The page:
Reporting Best Practices
Every grant has its own reporting burden and schedule. Reports serve a variety of functions, but the overall goal is to assess how well the project is meeting or has met its goal, what factors contribute to or impede success, and how appropriately the grant money has been spent. Reporting ultimately makes it possible for others inside and outside SPPS to learn from and further the knowledge gained by a project.
Commit to It
To ensure that milestones, barriers, and lessons are captured, grant managers should keep a journal of project activities. This can be updated daily or weekly and serves as a place to track activities as they are planned, implemented, and completed. Struggles are expected. Note issues as they occur and detail attempts to fix them. What activities are successful? What can be learned that can be applied to future efforts? What data was collected?
The log or journal is a collection of the grant manager’s personal notes, and can be assembled in whatever format works best, from full descriptions, to bulleted lists, to sentence fragments.
Every month, review the activity log or journal and compile a monthly report. If available, include recommendations from evaluators and observations from others. This can be sent to supervisors and the grants management coordinator (GMC) as an informal project update.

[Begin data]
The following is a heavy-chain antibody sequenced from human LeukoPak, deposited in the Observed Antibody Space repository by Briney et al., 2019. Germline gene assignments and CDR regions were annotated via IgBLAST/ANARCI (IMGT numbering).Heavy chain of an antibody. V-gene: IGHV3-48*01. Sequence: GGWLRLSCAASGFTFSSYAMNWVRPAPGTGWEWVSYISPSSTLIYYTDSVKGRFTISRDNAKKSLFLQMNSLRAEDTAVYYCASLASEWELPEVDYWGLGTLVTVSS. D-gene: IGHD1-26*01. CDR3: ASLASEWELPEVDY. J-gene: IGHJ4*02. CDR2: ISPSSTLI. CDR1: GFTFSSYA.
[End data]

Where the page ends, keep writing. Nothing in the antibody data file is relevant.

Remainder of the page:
Every three months, use the monthly reports to compile a quarterly review. Information from evaluations, data collection, analysis, and any early findings should be included if available. Note what adjustments have been made based on early findings, if any. The Minnesota Common Report Form is a good framework as the questions are standard and comprehensive. This is a good opportunity to provide an update on the budget and assess whether or not the project is on track. This report should go supervisors, the project’s accountant, the GMC, and Research, Evaluation & Assessment (REA).
Formal Reports and Sharing the Project
Every six months, compile a formal semi-annual report. This should be sent to all stakeholders.
All these reports feed into annual or closeout reports, academic papers, and presentations. Reports going outside SPPS, papers, and presentations must all be reviewed and approved by REA and the GMC in advance.